Since the start of the pandemic, many companies looked for ways to bolster mental health coverage, but there’s still a disconnect between HR administrators and employees, according to a recent survey conducted by mental health startup Lyra Health.
About half of benefits leaders said their mental health benefits adequately addressed employees’ needs, according to the survey of 300 HR leaders and 1,000 employees.
On the other hand, 56% of surveyed employees with a diagnosable condition said they did not receive any mental health treatment in the last year. Of those who did manage to get treat treatment, 45% paid for it out-of-pocket, a common experience for people on high-deductible plans or who saw an out-of-network provider.
Another 31% of employees weren’t sure if they had mental health benefits at all.
Although mental health parity laws have required employer-sponsored plans to cover more mental health services over the last two decades, finding an in-network provider can still be a challenge.
“You see fewer of those session limits the way they used to be the norm 15 to 20 years ago. But there are other barriers that are still in place,” Lyra’s clinical director of partnerships, Joe Grasso, said in an interview. “A lot of health insurance networks are judged by the number of providers that are listed as in network. But when you try to reach out to an in-network provider, you find out they’re no longer taking coverage or taking new patients.”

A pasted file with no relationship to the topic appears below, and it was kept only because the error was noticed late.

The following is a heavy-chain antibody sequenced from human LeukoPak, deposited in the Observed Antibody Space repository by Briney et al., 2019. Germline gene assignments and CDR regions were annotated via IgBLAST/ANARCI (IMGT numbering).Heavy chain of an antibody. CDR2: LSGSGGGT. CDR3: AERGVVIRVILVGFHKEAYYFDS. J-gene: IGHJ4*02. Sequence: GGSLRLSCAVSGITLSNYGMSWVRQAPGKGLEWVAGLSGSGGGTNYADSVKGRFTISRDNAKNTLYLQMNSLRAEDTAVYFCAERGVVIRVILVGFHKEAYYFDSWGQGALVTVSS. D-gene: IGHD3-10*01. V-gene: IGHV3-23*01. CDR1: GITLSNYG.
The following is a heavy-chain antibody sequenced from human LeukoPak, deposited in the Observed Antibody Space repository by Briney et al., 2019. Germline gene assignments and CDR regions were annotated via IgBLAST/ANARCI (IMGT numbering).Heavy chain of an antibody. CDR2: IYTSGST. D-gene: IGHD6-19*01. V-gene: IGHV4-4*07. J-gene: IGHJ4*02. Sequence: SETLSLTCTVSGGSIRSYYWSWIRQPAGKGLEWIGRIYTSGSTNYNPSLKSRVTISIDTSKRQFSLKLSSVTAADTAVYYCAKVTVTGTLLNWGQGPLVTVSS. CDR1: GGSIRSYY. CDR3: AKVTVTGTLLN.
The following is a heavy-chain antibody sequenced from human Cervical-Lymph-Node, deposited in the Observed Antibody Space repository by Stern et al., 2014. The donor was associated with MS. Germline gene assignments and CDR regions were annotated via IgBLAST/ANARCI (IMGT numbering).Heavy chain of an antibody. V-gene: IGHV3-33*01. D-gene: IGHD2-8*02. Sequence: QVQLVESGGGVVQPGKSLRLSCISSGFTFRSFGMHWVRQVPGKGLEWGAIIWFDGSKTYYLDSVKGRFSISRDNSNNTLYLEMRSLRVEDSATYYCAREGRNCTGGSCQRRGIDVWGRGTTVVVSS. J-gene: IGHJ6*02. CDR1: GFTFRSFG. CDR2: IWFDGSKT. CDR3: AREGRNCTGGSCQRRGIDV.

It can also be harder to find more specialized providers, such as ones that offer evidence-based treatment for trauma. In other cases, patients might be looking for providers with a specific cultural competence.
A growing number of startups are looking to tackle this problem, including Lyra, Modern Health, Spring Health and Hurdle Health. And more employers and health plans are buying into their services. Nearly three-fourths of the surveyed companies said they planned to invest more into their behavioral health benefits this year.
But there’s still a long way to go to comprehensive coverage. And though the pandemic has shined more of a spotlight on mental health, many people were struggling before the public health emergency.
“Even before the Covid-19 pandemic, we were seeing a behavioral health crisis of sorts,” Grasso said. “There was an increasing sense of urgency. But it seems it took a pandemic for benefits leaders to put mental health issues and behavioral health issues at the top of the list.”
Photo credit: phototechno, Getty Images